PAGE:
One potato product gone; replacement tested in Co. Meath

Chlorpropham (CIPC) – the active ingredient used to inhibit sprouting in stored potatoes – has not been renewed by the European Commission. The decision was made on June 17 and comes into effect 20 days after that decision – July 8.

This means the product will be withdrawn on January 8, 2020, and cannot be used from October 8, 2020.

Looking towards future seasons Haggard Stores in north Co. Dublin went in search of an alternative and trialed 1,4 Sight this autumn on Ivan Curran’s farm in Co. Meath.

The product contains one ingredient – Dimethylnaphthalene (DMN), which is given off by potatoes naturally.

Why is a sprout inhibitor needed?

According to Stephen McCabe of Haggard Stores, 10-15% of the 10,000ha of potatoes grown in Ireland are grown for processing. Approximately 35,000t of these processing potatoes are stored for longer than two months and above 6° each year.

If potatoes are stored below 6° they will produce reducing sugars, which will result in poor cooking colour in crisps and chips.

However, storing at this temperature means potatoes are subject to sprouting, which also results in a reduction in quality. The majority of potatoes stored in this country are chemically treated to prevent sprouting in storage. As CIPC is now being phased out an alternative product is needed.

New product

DMN was discovered in Glasgow in the 1980s and has been used in the US, Canada and New Zealand since the mid-1990s. The products was used on its own, but also to reduce CIPC inputs.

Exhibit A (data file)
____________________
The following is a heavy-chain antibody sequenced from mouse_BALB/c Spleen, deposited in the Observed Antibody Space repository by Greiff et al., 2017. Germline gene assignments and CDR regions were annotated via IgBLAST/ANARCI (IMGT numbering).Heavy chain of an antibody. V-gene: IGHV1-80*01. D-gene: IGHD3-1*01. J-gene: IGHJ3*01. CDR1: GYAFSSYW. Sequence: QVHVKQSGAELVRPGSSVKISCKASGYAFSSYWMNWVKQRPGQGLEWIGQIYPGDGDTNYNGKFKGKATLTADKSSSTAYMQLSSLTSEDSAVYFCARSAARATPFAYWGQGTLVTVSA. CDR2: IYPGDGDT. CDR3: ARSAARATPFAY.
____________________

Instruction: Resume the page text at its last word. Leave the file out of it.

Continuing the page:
Similar to CIPC, DMN is applied as a vapour.

How it works?

Stephen explained that 1,4 Sight penetrates through the skin of the potato and works internally to restore dormancy. This in turn lowers the respiration rate, slows down the loss of moisture and solids and diminishes shrinkage and susceptibility to bruising.

A number of growers attended a recent workshop on the product – which was organised by Haggard Stores – and had the chance to see how the product worked on Ivan Curran’s store of Sassy potatoes.

The rates of the product used were based on crop observations at the time.

Store management:
  • Applied using a Synofog Electric fogger;
  • Entered storage on October 24, 2018;
  • 5 applications of 1,4 Sight;
    • October 24 – 20ml/t;
    • November 29 – 14ml/t;
    • December 27 – 20ml/t;
    • January 28 – 15ml/t;
    • April8 – 10ml/t;
  • Total application of 79ml/t over the season.

Stephen reported: “There were no visible signs of any sprouting in the store. Sugar levels measured during the period all came back low.”

A Synofog Electric fogger was used to apply the product

Ivan commented that the product has performed very well given the challenging conditions it faced as potatoes entered storage last autumn.

As well as constant monitoring, early treatment is essential to keep potatoes dormant, particularly in a warmer season like 2018 when sprouting was more advanced than other years.

The potatoes will not come out of storage until July and at this time total weight loss in store and final sugars will be measured.

“Against an ever diminishing arsenal of chemical options that growers have at their disposal, it is comforting to know that there is a clean and effective replacement for CIPC for potatoes in store. 1,4 Sight will be available for use across Ireland for the coming autumn,” Stephen concluded.